This technical information has been contributed by
Alphacasting Inc.

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Precision Investment Casting Specialist Produces Complex Parts for High-Tech Applications

Precision Investment Casting

The company saves costs for customers by processing numerous metals under one roof, eliminating the need to use multiple suppliers, and by using the same mold to cast parts from different alloys

Mark Shortt
Editorial Director
Design-2-Part Magazine

Investment casting, a process reportedly used to craft ornaments and jewelry in ancient India, Africa, and China, is today being used to manufacture precision parts for industries such as aerospace, defense, medical, and telecommunications. For Alphacasting Inc., a precision investment casting specialist that counts some of the world's best known aircraft manufacturers among its customers, evolving to meet the changing needs of the high-tech marketplace is an essential part of its mission. According to Alphacasting General Manager Frederik Centazzo, the company manufactures parts from 120 different alloys and has developed "a unique way to cast thin-walled castings in aluminum and titanium," a process refinement that is said to maintain a high level of structural integrity, or strength, in thin-walled parts.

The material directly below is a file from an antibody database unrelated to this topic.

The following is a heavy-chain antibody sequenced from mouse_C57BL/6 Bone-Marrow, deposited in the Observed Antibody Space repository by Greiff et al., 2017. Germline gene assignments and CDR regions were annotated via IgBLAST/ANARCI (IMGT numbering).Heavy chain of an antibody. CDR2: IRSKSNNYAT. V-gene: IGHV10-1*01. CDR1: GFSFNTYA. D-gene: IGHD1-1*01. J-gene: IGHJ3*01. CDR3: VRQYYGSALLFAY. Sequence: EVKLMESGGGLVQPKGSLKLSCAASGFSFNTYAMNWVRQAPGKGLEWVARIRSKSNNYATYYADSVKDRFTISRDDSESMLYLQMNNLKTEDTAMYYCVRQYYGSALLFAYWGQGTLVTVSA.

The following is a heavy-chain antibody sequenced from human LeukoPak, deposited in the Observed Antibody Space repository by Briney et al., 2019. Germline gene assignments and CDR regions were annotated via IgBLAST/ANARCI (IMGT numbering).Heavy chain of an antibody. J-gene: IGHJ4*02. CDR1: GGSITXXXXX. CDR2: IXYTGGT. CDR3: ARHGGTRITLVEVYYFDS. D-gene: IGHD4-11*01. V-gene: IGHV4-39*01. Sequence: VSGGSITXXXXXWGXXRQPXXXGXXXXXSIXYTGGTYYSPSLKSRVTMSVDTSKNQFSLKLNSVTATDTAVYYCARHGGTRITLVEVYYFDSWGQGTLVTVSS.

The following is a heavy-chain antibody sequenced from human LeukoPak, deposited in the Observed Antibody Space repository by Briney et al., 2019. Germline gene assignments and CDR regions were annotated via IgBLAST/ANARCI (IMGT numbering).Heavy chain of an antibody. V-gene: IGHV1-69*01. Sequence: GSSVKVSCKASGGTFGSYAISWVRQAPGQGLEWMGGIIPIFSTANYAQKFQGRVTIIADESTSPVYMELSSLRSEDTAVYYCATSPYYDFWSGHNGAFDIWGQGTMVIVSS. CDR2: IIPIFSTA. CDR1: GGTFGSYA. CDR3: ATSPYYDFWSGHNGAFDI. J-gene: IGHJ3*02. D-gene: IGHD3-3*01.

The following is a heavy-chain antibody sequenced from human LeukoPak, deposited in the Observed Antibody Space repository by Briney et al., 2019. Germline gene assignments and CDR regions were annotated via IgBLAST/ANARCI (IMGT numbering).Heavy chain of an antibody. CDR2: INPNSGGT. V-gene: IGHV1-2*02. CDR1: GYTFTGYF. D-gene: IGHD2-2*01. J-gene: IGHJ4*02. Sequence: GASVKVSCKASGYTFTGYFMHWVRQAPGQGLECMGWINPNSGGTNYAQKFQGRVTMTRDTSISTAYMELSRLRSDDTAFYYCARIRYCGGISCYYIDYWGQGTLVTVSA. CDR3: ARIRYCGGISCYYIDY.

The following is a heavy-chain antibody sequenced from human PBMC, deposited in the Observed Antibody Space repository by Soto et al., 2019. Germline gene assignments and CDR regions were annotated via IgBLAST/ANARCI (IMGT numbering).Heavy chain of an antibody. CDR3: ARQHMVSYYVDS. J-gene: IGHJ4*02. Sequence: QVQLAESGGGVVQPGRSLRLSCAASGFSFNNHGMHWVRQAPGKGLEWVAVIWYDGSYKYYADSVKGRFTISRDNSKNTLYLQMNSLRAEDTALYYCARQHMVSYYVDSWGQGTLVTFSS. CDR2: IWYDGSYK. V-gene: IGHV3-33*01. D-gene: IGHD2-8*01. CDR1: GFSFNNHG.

Alphacasting (www.alphacasting.com) recently completed a major expansion of its production facility, adding 19,000 square feet of work space that includes a new mold room and additional heat treatment capabilities. The company now has 75,000 square feet of work space at its Montreal headquarters, where it employs 120 people.

Design-2-Part Magazine (D2P) spoke with Frederik Centazzo recently about Alphacasting's unique service offerings, which include various ways that customers can save costs on complex, precision castings. Here's what he had to say.
 

D2P: What sets you apart from other investment casting companies?

Frederik Centazzo (FC): The difference between us and other companies is that we cast 120 different alloys, including aluminum, bronze steel, stainless steel, titanium, and all kinds of exotic alloys, like Inconel. We use different methods of pouring castings, such as vacuum casting, air melting, and controlled solidification. Most investment casting companies specialize in one metal, such as steels, aluminum, or titanium, but we can process many metals under one roof. So it makes it easier for our customers because they can come to one supplier for investment castings. Sometimes, we can use the same mold to cast the part in different alloys. 
 

D2P: What types of applications is your investment casting process best suited for?